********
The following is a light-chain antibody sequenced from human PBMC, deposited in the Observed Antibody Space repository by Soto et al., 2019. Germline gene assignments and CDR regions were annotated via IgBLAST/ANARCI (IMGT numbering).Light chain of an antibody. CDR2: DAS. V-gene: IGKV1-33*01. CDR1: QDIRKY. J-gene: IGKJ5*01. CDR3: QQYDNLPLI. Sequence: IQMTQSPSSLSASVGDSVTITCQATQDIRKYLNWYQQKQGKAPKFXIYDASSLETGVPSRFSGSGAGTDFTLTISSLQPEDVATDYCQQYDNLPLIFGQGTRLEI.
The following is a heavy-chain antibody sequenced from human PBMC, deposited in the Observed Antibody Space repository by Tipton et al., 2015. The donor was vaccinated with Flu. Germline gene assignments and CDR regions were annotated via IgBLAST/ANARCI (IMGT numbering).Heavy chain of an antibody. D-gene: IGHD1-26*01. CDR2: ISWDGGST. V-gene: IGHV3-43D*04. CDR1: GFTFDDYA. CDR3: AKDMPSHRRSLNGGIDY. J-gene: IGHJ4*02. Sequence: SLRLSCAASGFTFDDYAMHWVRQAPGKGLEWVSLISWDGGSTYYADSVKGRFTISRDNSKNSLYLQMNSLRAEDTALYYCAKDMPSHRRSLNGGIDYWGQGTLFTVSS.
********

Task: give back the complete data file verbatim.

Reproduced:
The following is a light-chain antibody sequenced from human PBMC, deposited in the Observed Antibody Space repository by Soto et al., 2019. Germline gene assignments and CDR regions were annotated via IgBLAST/ANARCI (IMGT numbering).Light chain of an antibody. CDR2: DAS. V-gene: IGKV1-33*01. CDR1: QDIRKY. J-gene: IGKJ5*01. CDR3: QQYDNLPLI. Sequence: IQMTQSPSSLSASVGDSVTITCQATQDIRKYLNWYQQKQGKAPKFXIYDASSLETGVPSRFSGSGAGTDFTLTISSLQPEDVATDYCQQYDNLPLIFGQGTRLEI.
The following is a heavy-chain antibody sequenced from human PBMC, deposited in the Observed Antibody Space repository by Tipton et al., 2015. The donor was vaccinated with Flu. Germline gene assignments and CDR regions were annotated via IgBLAST/ANARCI (IMGT numbering).Heavy chain of an antibody. D-gene: IGHD1-26*01. CDR2: ISWDGGST. V-gene: IGHV3-43D*04. CDR1: GFTFDDYA. CDR3: AKDMPSHRRSLNGGIDY. J-gene: IGHJ4*02. Sequence: SLRLSCAASGFTFDDYAMHWVRQAPGKGLEWVSLISWDGGSTYYADSVKGRFTISRDNSKNSLYLQMNSLRAEDTALYYCAKDMPSHRRSLNGGIDYWGQGTLFTVSS.